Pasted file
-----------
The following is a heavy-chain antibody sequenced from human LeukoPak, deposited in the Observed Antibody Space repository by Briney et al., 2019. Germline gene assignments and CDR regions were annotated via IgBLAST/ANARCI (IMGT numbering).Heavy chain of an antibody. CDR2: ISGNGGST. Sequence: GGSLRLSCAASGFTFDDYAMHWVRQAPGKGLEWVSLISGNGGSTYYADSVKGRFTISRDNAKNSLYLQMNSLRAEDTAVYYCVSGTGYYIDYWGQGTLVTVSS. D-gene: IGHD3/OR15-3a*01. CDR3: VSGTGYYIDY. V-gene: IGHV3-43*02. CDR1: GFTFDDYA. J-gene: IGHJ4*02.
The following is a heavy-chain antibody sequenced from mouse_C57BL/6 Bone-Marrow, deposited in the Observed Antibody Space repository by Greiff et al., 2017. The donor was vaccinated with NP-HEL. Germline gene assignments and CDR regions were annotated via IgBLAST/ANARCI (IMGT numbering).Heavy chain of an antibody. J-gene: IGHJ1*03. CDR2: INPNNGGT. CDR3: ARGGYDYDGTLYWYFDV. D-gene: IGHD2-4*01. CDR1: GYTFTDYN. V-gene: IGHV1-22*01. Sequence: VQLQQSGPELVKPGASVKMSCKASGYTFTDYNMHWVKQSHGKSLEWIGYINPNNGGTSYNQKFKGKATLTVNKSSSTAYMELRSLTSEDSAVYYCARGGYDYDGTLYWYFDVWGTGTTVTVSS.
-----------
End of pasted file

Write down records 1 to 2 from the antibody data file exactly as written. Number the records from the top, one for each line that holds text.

The following is a heavy-chain antibody sequenced from human LeukoPak, deposited in the Observed Antibody Space repository by Briney et al., 2019. Germline gene assignments and CDR regions were annotated via IgBLAST/ANARCI (IMGT numbering).Heavy chain of an antibody. CDR2: ISGNGGST. Sequence: GGSLRLSCAASGFTFDDYAMHWVRQAPGKGLEWVSLISGNGGSTYYADSVKGRFTISRDNAKNSLYLQMNSLRAEDTAVYYCVSGTGYYIDYWGQGTLVTVSS. D-gene: IGHD3/OR15-3a*01. CDR3: VSGTGYYIDY. V-gene: IGHV3-43*02. CDR1: GFTFDDYA. J-gene: IGHJ4*02.
The following is a heavy-chain antibody sequenced from mouse_C57BL/6 Bone-Marrow, deposited in the Observed Antibody Space repository by Greiff et al., 2017. The donor was vaccinated with NP-HEL. Germline gene assignments and CDR regions were annotated via IgBLAST/ANARCI (IMGT numbering).Heavy chain of an antibody. J-gene: IGHJ1*03. CDR2: INPNNGGT. CDR3: ARGGYDYDGTLYWYFDV. D-gene: IGHD2-4*01. CDR1: GYTFTDYN. V-gene: IGHV1-22*01. Sequence: VQLQQSGPELVKPGASVKMSCKASGYTFTDYNMHWVKQSHGKSLEWIGYINPNNGGTSYNQKFKGKATLTVNKSSSTAYMELRSLTSEDSAVYYCARGGYDYDGTLYWYFDVWGTGTTVTVSS.